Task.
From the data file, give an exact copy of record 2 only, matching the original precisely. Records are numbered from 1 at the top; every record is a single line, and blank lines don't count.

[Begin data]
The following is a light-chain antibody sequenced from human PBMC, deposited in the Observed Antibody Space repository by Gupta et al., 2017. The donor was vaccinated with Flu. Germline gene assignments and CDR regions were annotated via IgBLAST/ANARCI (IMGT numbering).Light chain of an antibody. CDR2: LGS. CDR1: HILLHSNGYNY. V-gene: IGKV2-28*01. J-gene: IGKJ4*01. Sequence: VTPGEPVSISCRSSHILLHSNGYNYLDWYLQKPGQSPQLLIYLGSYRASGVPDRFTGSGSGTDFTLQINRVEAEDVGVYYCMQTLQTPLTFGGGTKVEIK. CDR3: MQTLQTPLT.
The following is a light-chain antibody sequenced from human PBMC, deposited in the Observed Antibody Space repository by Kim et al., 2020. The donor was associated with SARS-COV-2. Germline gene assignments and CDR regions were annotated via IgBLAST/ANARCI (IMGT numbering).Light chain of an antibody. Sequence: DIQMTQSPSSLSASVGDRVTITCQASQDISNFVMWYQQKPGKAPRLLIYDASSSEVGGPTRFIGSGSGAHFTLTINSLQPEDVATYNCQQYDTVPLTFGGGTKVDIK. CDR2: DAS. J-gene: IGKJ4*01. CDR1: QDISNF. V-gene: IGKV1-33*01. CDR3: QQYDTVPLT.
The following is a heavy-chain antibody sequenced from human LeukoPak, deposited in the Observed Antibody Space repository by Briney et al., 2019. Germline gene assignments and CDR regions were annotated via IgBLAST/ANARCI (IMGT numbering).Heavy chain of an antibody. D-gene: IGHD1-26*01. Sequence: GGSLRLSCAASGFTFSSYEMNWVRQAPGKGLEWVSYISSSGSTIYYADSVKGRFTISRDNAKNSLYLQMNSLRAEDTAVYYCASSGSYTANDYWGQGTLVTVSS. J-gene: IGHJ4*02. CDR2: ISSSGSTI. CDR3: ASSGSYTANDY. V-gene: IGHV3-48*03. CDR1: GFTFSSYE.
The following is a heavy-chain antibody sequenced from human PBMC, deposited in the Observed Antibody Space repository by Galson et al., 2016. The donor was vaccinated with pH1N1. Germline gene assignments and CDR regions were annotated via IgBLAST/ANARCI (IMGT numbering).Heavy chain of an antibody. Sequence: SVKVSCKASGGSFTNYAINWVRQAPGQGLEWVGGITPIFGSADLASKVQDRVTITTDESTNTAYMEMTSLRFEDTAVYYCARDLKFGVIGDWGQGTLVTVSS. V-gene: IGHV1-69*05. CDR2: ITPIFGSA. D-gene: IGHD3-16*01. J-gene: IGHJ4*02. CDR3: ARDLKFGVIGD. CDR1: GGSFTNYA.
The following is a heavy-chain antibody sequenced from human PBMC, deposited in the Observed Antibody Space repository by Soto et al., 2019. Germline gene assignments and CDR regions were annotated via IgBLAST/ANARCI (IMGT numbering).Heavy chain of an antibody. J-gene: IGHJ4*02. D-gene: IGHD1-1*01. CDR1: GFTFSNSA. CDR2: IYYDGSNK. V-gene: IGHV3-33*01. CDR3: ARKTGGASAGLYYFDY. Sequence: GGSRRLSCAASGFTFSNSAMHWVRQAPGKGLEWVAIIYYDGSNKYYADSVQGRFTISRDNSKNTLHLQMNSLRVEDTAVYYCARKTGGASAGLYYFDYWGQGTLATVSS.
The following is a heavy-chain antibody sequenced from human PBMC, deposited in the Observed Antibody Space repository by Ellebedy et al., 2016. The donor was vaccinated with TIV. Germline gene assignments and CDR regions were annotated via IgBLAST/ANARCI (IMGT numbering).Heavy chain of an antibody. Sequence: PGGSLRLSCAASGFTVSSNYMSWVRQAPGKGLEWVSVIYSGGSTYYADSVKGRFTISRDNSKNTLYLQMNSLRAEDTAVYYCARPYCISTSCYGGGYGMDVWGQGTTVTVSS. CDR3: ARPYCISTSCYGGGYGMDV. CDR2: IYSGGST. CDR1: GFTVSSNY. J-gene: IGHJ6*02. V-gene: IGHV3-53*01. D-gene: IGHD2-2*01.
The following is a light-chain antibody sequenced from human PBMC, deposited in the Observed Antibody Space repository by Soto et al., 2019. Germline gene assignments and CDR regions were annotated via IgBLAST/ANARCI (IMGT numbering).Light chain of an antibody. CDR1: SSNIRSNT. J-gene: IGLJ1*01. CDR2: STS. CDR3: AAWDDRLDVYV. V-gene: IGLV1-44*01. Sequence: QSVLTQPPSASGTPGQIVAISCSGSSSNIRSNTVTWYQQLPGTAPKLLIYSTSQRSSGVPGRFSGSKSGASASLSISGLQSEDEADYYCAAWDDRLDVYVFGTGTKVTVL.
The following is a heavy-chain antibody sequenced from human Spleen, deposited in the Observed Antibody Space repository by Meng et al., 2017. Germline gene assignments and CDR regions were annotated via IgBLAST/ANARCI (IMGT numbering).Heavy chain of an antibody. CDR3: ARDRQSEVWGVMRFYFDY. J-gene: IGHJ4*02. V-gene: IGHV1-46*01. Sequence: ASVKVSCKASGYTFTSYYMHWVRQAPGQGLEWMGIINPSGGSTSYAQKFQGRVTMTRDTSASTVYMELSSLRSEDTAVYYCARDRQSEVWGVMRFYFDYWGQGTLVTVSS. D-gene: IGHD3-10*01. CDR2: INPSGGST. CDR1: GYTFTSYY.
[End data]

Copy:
The following is a light-chain antibody sequenced from human PBMC, deposited in the Observed Antibody Space repository by Kim et al., 2020. The donor was associated with SARS-COV-2. Germline gene assignments and CDR regions were annotated via IgBLAST/ANARCI (IMGT numbering).Light chain of an antibody. Sequence: DIQMTQSPSSLSASVGDRVTITCQASQDISNFVMWYQQKPGKAPRLLIYDASSSEVGGPTRFIGSGSGAHFTLTINSLQPEDVATYNCQQYDTVPLTFGGGTKVDIK. CDR2: DAS. J-gene: IGKJ4*01. CDR1: QDISNF. V-gene: IGKV1-33*01. CDR3: QQYDTVPLT.